Sex-specific survival to maturity and the evolution of environmental sex determination
Four decades ago, it was proposed that environmental sex determination (ESD) evolves when individual fitness depends on the environment in a sex-specific fashion—a form of condition-dependent sex allocation. Many biological processes have been hypothesized to drive this sex asymmetry, yet a general explanation for the evolution of sex-determining mechanisms remains elusive. Here, we develop a mathematical model for a novel hypothesis of the evolution of ESD, and provide a first empirical test using data across turtles. ESD is favored when the sex-determining environment affects annual survival rates equivalently in males and females, and males and females mature at different ages. We compare this hypothesis to alternative hypotheses, and demonstrate how it captures a crucially different process. This maturation process arises naturally from common life histories and applies more broadly to condition-dependent sex allocation. Therefore, it has widespread implications for animal taxa. Across turtle species, ESD is associated with greater sex differences in the age at maturity compared to species without ESD, as predicted by our hypothesis. However, the effect is not statistically significant and will require expanded empirical investigation. Given variation among taxa in sex-specific age at maturity, our survival-to-maturity hypothesis may capture common selective forces on sex-determining mechanisms.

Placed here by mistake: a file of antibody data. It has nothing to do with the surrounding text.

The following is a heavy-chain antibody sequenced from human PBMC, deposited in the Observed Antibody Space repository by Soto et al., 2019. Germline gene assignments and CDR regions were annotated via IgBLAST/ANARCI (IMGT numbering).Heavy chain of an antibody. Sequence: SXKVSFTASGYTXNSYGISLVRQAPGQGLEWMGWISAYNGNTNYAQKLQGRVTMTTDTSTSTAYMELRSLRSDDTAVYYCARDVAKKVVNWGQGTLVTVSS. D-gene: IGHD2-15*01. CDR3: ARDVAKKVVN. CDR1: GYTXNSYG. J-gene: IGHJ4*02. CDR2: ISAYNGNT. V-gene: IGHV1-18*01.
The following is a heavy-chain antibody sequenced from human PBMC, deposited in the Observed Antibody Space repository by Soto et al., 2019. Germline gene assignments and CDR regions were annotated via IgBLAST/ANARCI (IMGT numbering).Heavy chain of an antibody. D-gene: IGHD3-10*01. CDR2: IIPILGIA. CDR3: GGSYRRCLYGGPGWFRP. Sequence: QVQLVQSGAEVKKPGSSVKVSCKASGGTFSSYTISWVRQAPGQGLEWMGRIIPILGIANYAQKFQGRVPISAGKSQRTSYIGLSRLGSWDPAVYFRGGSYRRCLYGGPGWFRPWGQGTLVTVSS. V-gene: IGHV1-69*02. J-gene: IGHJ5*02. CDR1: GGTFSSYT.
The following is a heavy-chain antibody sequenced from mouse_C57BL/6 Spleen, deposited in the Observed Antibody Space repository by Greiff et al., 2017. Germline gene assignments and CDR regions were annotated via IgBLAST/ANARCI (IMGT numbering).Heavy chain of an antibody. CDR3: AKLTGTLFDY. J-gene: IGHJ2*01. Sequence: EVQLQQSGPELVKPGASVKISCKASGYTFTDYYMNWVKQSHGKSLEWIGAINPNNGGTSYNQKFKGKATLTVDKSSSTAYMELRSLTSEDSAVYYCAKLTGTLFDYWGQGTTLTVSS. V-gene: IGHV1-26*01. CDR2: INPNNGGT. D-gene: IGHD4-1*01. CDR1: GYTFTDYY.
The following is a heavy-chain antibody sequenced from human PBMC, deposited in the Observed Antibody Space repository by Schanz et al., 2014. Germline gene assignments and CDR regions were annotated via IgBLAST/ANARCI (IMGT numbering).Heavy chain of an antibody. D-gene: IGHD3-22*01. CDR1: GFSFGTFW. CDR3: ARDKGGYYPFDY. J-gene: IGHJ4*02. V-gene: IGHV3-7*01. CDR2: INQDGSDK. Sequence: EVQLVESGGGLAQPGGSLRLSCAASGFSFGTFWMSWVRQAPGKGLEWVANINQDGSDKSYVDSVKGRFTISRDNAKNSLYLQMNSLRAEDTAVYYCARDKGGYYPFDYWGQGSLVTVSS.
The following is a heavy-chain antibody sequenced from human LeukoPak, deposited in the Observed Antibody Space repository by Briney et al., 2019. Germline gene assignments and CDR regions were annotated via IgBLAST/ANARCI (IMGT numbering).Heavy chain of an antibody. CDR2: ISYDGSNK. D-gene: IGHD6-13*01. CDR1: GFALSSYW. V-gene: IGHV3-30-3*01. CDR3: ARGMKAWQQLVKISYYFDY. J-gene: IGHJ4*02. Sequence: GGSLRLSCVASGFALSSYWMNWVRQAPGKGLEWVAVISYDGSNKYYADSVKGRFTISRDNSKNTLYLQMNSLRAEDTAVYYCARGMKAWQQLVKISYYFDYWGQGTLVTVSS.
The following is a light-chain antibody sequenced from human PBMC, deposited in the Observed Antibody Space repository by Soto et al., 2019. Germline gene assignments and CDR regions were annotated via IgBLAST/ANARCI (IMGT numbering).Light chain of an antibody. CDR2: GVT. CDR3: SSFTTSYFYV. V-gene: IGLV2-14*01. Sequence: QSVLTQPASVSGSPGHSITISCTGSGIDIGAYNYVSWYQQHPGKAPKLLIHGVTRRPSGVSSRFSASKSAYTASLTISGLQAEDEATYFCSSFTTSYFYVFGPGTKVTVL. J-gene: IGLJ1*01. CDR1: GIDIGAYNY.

This is the peer reviewed version of the following article: Schwanz, L. E., Cordero, G. A., Charnov, E. L. and Janzen, F. J. (2016), Sex-specific survival to maturity and the evolution of environmental sex determination. Evolution, 70: 329–341, which has been published in final form at DOI:10.1111/evo.12856 . This article may be used for non-commercial purposes in accordance With Wiley Terms and Conditions for self-archiving.